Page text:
An elderly Kachin woman looks for shelter after fleeing fighting between Myanmar's army and Kachin rebels in December 2011. (Photo: World Watch Monitor)
An elderly Kachin woman looks for shelter after fleeing fighting between Myanmar’s army and Kachin rebels in December 2011. (Photo: World Watch Monitor)

More than 400 villages have been damaged or destroyed and 150,000 people displaced since the collapse of a ceasefire in 2011 between Myanmar’s army and rebels in northern Kachin state, reports Catholic website AsiaNews.

In 2018 alone, 50 villages were abandoned and more than 7,000 people fled their homes, seeking refuge in local churches, with host families or relatives, or in official camps for internally displaced people (IDPs).

Many people have been killed or injured by landmines – 13 people died this year and 39 suffered serious injuries since fighting escalated in January this year – according to the charity Caritas Myanmar.

Of those displaced since the collapse of the 17-year ceasefire between the Kachin Independence Army (KIA) and the Myanmar government, 130,000 live in the 165 IDP camps dotted all over Kachin and across the north of neighbouring Shan state.

Furthermore, 311 churches, 24 Buddhist monasteries, 34 childcare centres, 122 schools, and 264 outpatient clinics have been destroyed, Caritas Myanmar says.

Two weeks ago a Catholic church in Kamaing Kawng Ra village was hit by military fire, leaving bullet holes in the walls and an unexploded shell in the church compound. A toddler was wounded after a second shell exploded near her home, sending shrapnel fragments through the bamboo walls, Catholic news site UCAN reported.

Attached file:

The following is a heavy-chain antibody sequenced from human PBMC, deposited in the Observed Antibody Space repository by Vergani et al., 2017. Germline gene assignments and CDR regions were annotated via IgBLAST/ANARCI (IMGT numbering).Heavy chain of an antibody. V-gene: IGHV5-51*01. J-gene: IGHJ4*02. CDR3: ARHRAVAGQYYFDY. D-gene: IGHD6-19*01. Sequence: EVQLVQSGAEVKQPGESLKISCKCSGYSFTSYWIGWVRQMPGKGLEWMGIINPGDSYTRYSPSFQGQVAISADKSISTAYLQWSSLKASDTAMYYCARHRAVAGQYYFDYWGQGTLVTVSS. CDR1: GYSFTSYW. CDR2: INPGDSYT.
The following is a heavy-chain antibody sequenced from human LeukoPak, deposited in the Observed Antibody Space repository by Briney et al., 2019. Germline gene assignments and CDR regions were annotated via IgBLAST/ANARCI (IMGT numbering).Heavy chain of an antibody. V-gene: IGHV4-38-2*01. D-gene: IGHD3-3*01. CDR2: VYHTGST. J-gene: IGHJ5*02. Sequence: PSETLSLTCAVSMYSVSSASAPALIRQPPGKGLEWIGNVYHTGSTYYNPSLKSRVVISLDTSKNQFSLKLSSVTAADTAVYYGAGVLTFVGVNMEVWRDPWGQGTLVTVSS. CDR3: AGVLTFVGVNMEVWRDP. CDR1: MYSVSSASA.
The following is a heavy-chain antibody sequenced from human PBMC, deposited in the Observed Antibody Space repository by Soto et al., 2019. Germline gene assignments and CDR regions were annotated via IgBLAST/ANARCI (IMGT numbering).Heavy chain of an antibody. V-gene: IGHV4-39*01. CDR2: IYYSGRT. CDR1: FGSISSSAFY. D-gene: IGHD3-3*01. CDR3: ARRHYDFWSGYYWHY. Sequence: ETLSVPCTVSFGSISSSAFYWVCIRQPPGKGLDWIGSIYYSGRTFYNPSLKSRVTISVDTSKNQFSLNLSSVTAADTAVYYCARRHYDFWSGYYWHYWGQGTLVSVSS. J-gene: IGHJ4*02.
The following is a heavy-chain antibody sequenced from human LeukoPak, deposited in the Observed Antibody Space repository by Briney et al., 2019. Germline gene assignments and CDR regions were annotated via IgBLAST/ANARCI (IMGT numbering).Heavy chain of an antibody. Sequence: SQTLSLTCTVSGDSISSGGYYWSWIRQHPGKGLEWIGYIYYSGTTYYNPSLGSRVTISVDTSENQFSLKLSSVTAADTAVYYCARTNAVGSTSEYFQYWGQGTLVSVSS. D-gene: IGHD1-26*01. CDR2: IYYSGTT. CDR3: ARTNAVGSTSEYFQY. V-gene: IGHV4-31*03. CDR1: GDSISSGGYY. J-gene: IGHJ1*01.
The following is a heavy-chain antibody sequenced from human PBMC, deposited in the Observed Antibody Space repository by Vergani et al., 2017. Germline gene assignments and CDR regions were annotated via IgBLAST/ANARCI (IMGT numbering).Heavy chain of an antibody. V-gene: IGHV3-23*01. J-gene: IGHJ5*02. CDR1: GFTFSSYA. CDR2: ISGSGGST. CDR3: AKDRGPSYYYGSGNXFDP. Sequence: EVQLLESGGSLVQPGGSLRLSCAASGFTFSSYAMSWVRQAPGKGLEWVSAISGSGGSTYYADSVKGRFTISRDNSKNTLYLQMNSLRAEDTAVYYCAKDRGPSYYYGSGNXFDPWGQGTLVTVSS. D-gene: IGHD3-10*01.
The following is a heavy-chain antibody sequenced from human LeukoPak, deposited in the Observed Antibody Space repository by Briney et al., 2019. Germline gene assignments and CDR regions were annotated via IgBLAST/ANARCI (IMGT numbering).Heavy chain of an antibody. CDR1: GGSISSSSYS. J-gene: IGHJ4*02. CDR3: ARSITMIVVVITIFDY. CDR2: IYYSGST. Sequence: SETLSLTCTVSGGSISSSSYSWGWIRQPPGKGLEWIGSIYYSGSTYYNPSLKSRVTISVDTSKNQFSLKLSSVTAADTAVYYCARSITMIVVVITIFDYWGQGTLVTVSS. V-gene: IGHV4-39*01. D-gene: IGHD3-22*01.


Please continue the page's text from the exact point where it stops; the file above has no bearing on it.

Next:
About 300 Catholics from the village, and some 45 IDPs who fled their homes a month ago, are staying in a hall near the church compound, according to UCAN.

‘Invisible war’

The violence against the minority Christian population in Kachin “is an invisible war”, San Htoi, the joint secretary of Kachin Women’s Association Thailand, told the UK’s Guardian newspaper in May. She said that on a recent visit, representatives of the United Nations Security Council went only to Rakhine state and “left the country without knowing [about Kachin]”.

The new UN envoy for Myanmar, Christine Schraner Burgener, started her visit to the country yesterday (12 June), where she will discuss the Rohingya refugee crisis with officials and meet with civil society groups, religious leaders and members of the diplomatic community.

The International Criminal Court has been called upon to investigate the atrocities committed against the Rohingya Muslims, after the government was accused of genocide. And human rights activist Ewelina Ochab says “decisive” action is needed to prevent further crimes against humanity.

“First, they [the government] came for the Rohingya Muslims… then they came for the Christian minorities, and little will change if there will be no decisive steps to address the situation,” she wrote. Then they will come for all other minorities in Burma, and so our humanity will suffer yet another blow.”